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Netanyahu at Foreign Affairs and Defense Committee
Photo: Gil Yohanan
Route 443. Too dangerous for PM
Photo: AFP

PM says examining new ways to free Shalit

Netanyahu stresses he will not agree to release dangerous terrorists to West Bank, says Israel has agreed to German mediator's offer for prisoner exchange deal but Hamas has yet to respond. Turkey beginning to pay price in international arena, he adds

Prime Minister Benjamin Netanyahu told the Knesset's Foreign Affairs and Defense Committee on Monday that "my responsibility is to return (kidnapped soldier) Gilad Shalit to his family and people and to care for the security of all Israeli citizens. We will not agree to free prisoners to places from which they could murder Israelis."

 

Netanyahu mentioned that "immediately after taking office I appointed Hagai Hadas, and we brought in the German mediator. The next move was to obtain a videotape which proved to the world that Gilad is healthy and that Hamas is responsible for his wellbeing. In December 2009, the German mediator approached us with an offer for a deal of 450 Hamas prisoners and 550 prisoners as a gesture to Egypt. Hamas has yet to give an answer.

 

"I spoke to Noam and Aviva Shalit several times. This is not a simple offer, but we expressed our agreement," the prime minister noted. "I told them that I understood them and identified with their great suffering and expectations. We all long for Gilad's release together with them."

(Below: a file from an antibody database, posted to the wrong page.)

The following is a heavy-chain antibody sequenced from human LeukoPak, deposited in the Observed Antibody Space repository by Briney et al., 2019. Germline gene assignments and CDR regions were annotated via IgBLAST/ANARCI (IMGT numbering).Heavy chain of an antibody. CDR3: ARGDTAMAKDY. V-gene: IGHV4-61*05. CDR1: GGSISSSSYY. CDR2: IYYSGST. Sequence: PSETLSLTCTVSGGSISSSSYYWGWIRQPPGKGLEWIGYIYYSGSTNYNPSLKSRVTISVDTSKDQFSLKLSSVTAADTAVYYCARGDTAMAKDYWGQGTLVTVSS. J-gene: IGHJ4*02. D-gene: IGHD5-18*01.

He stressed that "past experience shows that those released in previous deals murdered many Israelis. Only recently, one of the men released in the Tennenbaum deal was involved in the murder of Rabbi Meir Avshalom Hai, the father of seven children.

 

"Our response to the German mediator on this issue was focused on the fact that we cannot release dangerous terrorists to places in Judea and Samaria from which they could murder Israeli citizens. We keep on looking for additional ways to bring Gilad home safe and sound," he vowed.

 

Forbidden to travel on Route 443

Netanyahu also said that he is forbidden to travel on Route 443, which was opened recently to Palestinian traffic.

 

The road connecting the cities of Modiin and Jerusalem was partially opened to Palestinian traffic following a High Court order. While the area's residents have been complaining about the many roadblocks set up on the road, right-wing politicians and activists have harshly criticized the decision as "dangerous" for Israeli citizens.

 

It appears that the Shin Bet security service is not taking any chances and has decided to use alternative roads to drive the prime minister.


Netanyahu and Livni at committee meeting (Photo: Gil Yohanan)

 

Netanyahu attended the Foreign Affairs and Defense Committee meeting to explain his decision to lift the "civilian siege" on the Gaza Strip following the international pressure on Israel after the deadly flotilla raid.

 

"Over time, the effectiveness of the civilian siege has dropped," the prime minister said. "The problems with the civilian blockade grew over time before the government's establishment, and this gave Hamas a PR advantage."

 

He stressed that he had asked to examine ways to ease the civilian siege as early as June 9, "in order to strengthen the security blockade and the international support for it."

 

Netanyahu noted that "this is the best decision for Israel, as it drops Hamas' main propagandist claim and allows us and our friends in the world to focus on our real needs in the security area.

 

"Iran is trying to hold on tight to Israel with Hezbollah in the north and Hamas in the south, and it's our right to prevent them from arming. The cabinet's decision focuses on this exact thing, on tightening the security siege."

 

The prime minister told the committee members that the decision to allow the inflow of goods into Gaza was coordinated with the United States, with Quartet envoy Tony Blair and "with leaders of other countries I have spoken to in the past few days".